On April 22, 1915, German forces shocked Allied soldiers along the western front by firing more than 150 tons of lethal chlorine gas against two French colonial divisions at Ypres, Belgium. This was the first major gas attack by the Germans, and it devastated the Allied line.
Toxic smoke has been used occasionally in warfare since ancient times, and in 1912 the French used small amounts of tear gas in police operations. At the outbreak of World War I, the Germans began actively to develop chemical weapons. In October 1914, the Germans placed some small tear-gas canisters in shells that were fired at Neuve Chapelle, France, but Allied troops were not exposed. In January 1915, the Germans fired shells loaded with xylyl bromide, a more lethal gas, at Russian troops at Bolimov on the eastern front. Because of the wintry cold, most of the gas froze, but the Russians nonetheless reported more than 1,000 killed as a result of the new weapon.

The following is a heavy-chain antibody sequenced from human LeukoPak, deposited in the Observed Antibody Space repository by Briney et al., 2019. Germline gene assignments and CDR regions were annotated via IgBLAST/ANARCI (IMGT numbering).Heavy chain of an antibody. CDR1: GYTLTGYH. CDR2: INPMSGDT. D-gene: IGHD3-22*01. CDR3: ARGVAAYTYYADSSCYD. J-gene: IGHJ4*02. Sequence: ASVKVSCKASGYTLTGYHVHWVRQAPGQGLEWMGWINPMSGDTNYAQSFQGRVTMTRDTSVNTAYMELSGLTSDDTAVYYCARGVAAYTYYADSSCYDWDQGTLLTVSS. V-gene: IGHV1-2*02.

On April 22, 1915, the Germans launched their first and only offensive of the year. Known as the Second Battle of Ypres, the offensive began with the usual artillery bombardment of the enemy’s line. When the shelling died down, the Allied defenders waited for the first wave of German attack troops but instead were thrown into panic when chlorine gas wafted across noman’s land and down into their trenches. The Germans targeted four miles of the front with the wind-blown poison gas and decimated two divisions of French and Algerian colonial troops. The Allied line was breached, but the Germans, perhaps as shocked as the Allies by the devastating effects of the poison gas, failed to take full advantage, and the Allies held most of their positions.